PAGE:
I watched as a wave of sadness passed through my online sphere last week with the news of Mary Oliver's death, and I felt that sadness, too. Sadness that the poems of hers we have are now the only poems of hers we will have. Sadness that such a luminous, attentive, real soul has left this life.
In a list of the poets whose work most moves me, Mary Oliver ranks high. (So do Jane Kenyon and Naomi Shihab Nye, who have been among my literary lights for decades.) They have in common a certain plainness of speech, and I know that in the eyes of some in the poetry world that makes their work "lesser." But not for me.
As a reader, I yearn for poems that speak clearly, poems that open up some facet of the world whether external or interior (and the best poems do both at once.) And as a rabbi, I crave poems that can serve as prayer, or accompany prayer, or open up prayer, for those whom I serve. Mary Oliver's poems did all of these.
"I don't know exactly what a prayer is. / I do know how to pay attention..." I think part of what makes her poems so extraordinary is the way they manage to speak not only from her heart but from ours. And they wake me up. They remind me to notice, to pay attention, to feel, to live. They are a meditation bell in poetry form.
"Every morning / the world / is created..." It could be our daily liturgy. Indeed, I have used her "Morning Poem" as liturgy -- from time to time when I do a poetry service where each of the morning prayers is paired with an English-language poem, and also sometimes just on its own, reading the poem as prayer.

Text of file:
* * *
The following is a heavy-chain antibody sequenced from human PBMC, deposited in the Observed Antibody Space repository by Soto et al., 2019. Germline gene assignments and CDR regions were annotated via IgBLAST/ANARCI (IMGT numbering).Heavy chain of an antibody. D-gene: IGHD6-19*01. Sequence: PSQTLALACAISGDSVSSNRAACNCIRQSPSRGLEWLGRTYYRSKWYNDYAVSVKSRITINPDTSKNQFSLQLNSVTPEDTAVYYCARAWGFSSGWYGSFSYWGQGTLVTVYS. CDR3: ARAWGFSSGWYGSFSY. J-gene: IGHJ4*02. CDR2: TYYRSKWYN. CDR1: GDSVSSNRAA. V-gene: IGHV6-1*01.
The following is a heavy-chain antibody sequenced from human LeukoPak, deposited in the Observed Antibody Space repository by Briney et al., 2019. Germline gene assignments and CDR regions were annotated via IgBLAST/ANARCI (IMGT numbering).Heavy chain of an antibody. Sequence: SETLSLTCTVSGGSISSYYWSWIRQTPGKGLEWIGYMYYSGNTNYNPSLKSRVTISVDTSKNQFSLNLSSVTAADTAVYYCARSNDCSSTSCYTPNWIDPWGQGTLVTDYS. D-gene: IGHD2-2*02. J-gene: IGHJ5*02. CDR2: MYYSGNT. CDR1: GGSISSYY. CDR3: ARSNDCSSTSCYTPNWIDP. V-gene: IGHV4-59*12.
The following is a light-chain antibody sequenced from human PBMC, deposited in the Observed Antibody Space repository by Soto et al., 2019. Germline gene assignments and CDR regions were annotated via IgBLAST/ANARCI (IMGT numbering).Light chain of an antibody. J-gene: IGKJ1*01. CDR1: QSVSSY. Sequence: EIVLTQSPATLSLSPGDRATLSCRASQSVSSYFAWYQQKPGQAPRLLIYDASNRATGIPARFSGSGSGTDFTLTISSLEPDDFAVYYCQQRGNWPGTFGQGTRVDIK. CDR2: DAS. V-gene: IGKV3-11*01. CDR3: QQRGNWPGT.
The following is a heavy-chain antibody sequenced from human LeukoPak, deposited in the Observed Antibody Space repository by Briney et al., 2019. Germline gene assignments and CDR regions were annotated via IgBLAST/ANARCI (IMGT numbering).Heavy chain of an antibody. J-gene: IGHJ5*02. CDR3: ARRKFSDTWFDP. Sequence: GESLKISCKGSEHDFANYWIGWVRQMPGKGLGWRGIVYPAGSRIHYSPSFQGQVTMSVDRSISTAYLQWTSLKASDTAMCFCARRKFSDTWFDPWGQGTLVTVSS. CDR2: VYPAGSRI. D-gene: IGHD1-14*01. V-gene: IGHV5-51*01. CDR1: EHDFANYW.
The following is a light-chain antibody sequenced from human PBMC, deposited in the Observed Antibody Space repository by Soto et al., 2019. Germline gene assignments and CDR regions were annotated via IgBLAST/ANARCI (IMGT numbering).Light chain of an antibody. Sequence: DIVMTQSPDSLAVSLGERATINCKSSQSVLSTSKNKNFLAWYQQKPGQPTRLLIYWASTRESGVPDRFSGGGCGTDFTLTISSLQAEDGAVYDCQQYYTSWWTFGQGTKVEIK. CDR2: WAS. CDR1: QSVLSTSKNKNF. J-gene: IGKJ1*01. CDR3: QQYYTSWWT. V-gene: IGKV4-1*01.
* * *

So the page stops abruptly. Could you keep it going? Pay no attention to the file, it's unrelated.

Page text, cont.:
"Oh do you have time / to linger / for just a little while..." I can't read those words not without hearing them sung in haftarah trope. (Click through to hear them that way.) I sing them each year on the second morning of Rosh Hashanah, when the world is poised on the brink of autumn, when we are poised on the cusp of a new year, and they resonate like a struck bell.
But today the poem of hers that is most speaking to me is "The Journey." "One day you finally knew / what you had to do..." The journey is difficult. There are voices that demand all the wrong things. But with the hard work of striving for integrity and authenticity the path becomes clear, and there is a kind of luminous hope, and the soul is not alone.
May her memory be a blessing, and may her poems continue to shine.